Our website uses cookies to function. You can read our Privacy Policy here, by continuing to use this site you agree with our Privacy Policy cookies close button

Oak Processionary Moth: spot it, avoid it, report it

Last Modified June 04, 2020
Our parks and open spaces are a haven for residents during the coronavirus lockdown but we're urging residents to be vigilant against a pest found in Oak trees.

The Oak Processionary Moth (OPM) has been found in Bushey Hall Golf Club, the Meadow Park area in Borehamwood, Parkfield in Potters Bar and a private woodland in Ridge.

Residents are advised to avoid all contact with the caterpillar and their nest as it can cause itchy rashes, eye irritations and, in severe cases, breathing difficulties in people and pets.

Councillor Seamus Quilty, Portfolio Holder for Environment, said: ”During the lockdown period and warm weather our green spaces have been a welcome retreat for residents to spend time outside. Unfortunately, Oak Processionary Moths have been sighted in a few Hertsmere parks, so our message is to be vigilant, especially with young children who may be exploring trees this summer.

"Our parks team is working to control the spread of the Oak Processionary Moth and will be putting up safety notices in those parks
affected to warn the public. If you discover an OPM nest or caterpillar, we ask that you 'spot it, avoid it, report it'."

People can use the Forestry Commission’s online reporting system ‘Tree Alert’ (www.forestresearch.gov.uk/tools-and-resources/tree-alert/) to identify and report the Oak Processionary Moth.

The greatest risk period is May to July when the caterpillars emerge and feed before pupating into adult moths, but nests, even old ones, should not be touched at any time.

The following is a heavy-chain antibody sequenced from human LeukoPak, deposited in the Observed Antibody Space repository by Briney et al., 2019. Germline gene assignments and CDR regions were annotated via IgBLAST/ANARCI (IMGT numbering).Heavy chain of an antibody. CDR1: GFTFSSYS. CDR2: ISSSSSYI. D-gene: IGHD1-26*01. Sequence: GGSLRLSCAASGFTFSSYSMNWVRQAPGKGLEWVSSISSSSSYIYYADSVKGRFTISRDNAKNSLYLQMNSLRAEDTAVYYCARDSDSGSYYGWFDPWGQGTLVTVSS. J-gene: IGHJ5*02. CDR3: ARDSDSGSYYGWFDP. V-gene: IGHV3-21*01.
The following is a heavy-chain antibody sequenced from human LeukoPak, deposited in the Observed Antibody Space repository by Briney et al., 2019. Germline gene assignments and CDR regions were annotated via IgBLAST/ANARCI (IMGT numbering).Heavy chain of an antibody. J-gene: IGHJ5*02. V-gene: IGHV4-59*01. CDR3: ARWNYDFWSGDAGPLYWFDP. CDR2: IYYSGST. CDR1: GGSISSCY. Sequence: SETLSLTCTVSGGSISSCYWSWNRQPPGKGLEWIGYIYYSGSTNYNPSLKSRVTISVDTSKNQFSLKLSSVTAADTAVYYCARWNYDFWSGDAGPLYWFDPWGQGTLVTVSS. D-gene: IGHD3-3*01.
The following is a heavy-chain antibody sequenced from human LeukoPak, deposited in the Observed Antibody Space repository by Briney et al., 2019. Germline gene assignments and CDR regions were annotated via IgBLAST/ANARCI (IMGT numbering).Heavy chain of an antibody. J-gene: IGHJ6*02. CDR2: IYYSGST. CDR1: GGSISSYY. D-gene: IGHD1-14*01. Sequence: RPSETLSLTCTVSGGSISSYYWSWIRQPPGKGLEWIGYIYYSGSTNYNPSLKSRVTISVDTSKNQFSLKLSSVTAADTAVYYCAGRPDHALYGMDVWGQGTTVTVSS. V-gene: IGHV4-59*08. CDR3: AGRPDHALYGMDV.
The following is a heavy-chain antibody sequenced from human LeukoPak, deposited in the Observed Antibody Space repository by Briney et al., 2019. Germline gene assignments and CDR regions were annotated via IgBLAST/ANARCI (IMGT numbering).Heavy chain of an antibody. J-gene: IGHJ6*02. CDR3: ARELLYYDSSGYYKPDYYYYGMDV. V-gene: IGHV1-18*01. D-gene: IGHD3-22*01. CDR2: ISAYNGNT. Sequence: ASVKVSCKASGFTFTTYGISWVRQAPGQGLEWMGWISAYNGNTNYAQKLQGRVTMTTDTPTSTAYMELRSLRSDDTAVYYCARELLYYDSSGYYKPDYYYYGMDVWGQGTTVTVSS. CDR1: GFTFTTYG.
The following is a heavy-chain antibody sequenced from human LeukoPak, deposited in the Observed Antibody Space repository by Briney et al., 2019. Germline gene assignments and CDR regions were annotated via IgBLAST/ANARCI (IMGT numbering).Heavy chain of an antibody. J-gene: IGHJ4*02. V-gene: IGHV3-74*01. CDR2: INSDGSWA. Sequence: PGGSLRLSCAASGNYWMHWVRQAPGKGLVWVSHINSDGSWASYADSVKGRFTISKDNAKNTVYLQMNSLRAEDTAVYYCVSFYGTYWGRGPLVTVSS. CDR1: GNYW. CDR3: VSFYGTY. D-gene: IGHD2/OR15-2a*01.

The nests are typically dome or teardrop-shaped, ranging in size – from a ping pong ball to as large as a rucksack. They are white when fresh, but soon become discoloured and brown. The caterpillars have black heads and bodies covered in long white hairs and are easily recognised by a distinctive habit of crawling in large groups, nose-to-tail forming long lines on or around oak trees.

Cllr Quilty, added: “Officers have found infestations on a few council sites across the borough, which we are dealing with in the correct manner to minimise harm to the public.

“We are conducting a survey of all our high use locations within the borough to establish the current spread alongside a strategy to remove existing infestations. This will not involve removing any infected Oak trees on council land.”

If you see any oak processionary nests or caterpillars (OPM) in a council park you should report them immediately on 020 8207 2277 or email: customer.services@hertsmere.gov.uk

If they are on a privately owned oak tree, report them to the Forestry Commission using the Tree Alert online pest reporting form. If you cannot use Tree Alert, you may report them by telephone on 030 0067 442 or by email at opm@forestry.gsi.gov.uk.

For more information on the Oak Processionary Moth, including distribution maps and more detailed guidance on treatment visit: www.forestresearch.gov.uk/tools-and-resources/pest-and-disease-resources/oak-processionary-moth-thaumetopoea-processionea/
Posted on Monday 1st June 2020

Welcome to Hertsmere Borough Council’s website.